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Pernod aims to grow "massive" uplift in Christmas spirits with two premium focused campaigns

Published:  17 August, 2017

Pernod Ricard kicked off its Christmas briefing strategy this morning with a reminder of why Christmas is the most important period in the trade’s calendar.

With disposable income reaching a high during the end of the year thanks to Christmas bonuses and careful saving throughout the year, consumers are willing not only to spend, but to spend up.

A focus on premiumisation was perhaps unsurprisingly unveiled as the world’s number two in spirits’ focus for the second half of 2017, with Chris Shead, channel director for grocery at Pernod Ricard UK, issuing a stern warning to retailers: “Ignore premium this Christmas and you will miss out.”

Shead aimed to quantify the importance of Christmas by pointing to the uplift in some particularly seasonal categories: whisky for example – which was reported as seeing sales rise 68% during last year’s eight-week festive period.

Whisky is the first of two off-trade focused campaigns being run by Pernod this winter.

It’s purpose is to “demystify” whisky and challenge rigid buying habits which, Pernod says, are especially ingrained with this particularly category.

“80% of whisky purchases are planned and 51% of consumers will have a particular brand in mind,” said Pernod Ricard UK marketing controller Ravinder Atwal.

“Whisky is a very difficult category to shop for. There’s a lot of single-facing products and also new products, which leads to habitual purchasing.”

In a effort to try and break these patterns, the company is launching a flavour-led campaign, which aims to guide consumers’ choices based on simple descriptors such as “rich and smooth”.


During the briefing, Pernod also highlighted the premium opportunities for various sectors of the market.

According to the company, since January 2017, on-trade sales of premium spirits have risen to be on an even keel with non-premiums spirits, representing a 50/50 split.

This demonstrated “structural changes” in the habits of consumers said Shead, who went on to share predictions that premium spirits will have the majority share by 2020.

It’s worth noting that Pernod counts all of its products as premium.

Pernod, along with many other major spirits producers, considers “premium” to be anything over 20% of the average bottle price in the category - a contentious calculation in some circles.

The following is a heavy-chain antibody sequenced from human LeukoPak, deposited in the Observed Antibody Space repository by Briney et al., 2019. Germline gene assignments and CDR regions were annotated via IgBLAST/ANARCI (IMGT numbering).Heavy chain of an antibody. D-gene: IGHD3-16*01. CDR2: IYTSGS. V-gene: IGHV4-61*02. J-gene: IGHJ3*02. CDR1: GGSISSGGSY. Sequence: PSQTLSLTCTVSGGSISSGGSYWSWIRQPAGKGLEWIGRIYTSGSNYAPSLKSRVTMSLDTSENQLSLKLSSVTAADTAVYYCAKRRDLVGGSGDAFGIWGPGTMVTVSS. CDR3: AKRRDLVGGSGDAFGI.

In the off-trade, more work needs to be done to capitalise on premium growth opportunities said various Pernod representatives.

The impulse channel shows the most potential movement, with premium spirits accounting for only 18% of convenience sales, they said.

For grocery and the multiples, the figure was higher at, 30% - although there was still a major pendulum swing between grocers making the most of and those losing out on premium sales.

Christmas presents an opportunity for premium grocery spirits sales to rise, Shead said, to 50% if retailers can “rationalise ranges to maximise the big opportunity for premium spirits”.

His advice for driving this growth is to start think about in-store strategies early, in September and October, rather than at the beginning of December.

“It’s important to use the season to kick-start a behaviour change that will encourage shoppers to continue buying premium all year round. Our message is simple: ignore premium this Christmas and you will miss out,” he added.

Ways of increasing basket spend was also highlighted, leading to Pernod’s second campaign, which is centred around persuading consumers to make cocktails at home.

“Offering a serve rather than one product leads to better returns,” impulse channel director, James Middleton, observed.

Their strategy for this, which will straddle convenience and the multiples, involves cocktail ideas around key brands: ginger ale and lime for Jameson; Plymouth Gin and tonic for a G&T; and Absolut, expresso and coffee liqueur (Pernod suggests its own Kahlua brand here) for a DIY expresso martini.

“Across the internet, searches for ‘how to make cocktails’ goes up by 20% at Christmas,” said Middleton, linking it to other festive shopping themes such as the desire to impress at Christmas and to be more extravagant generally with purchases.

Spotlight on Scotch

According to Pernod Ricard, sales of premium Scotch are on the rise up 8% in volume and 7% value, compared to total spirits which grew by 1.5% volume and 1.7% value for the two years CAGR to March 2017 (Nielsen).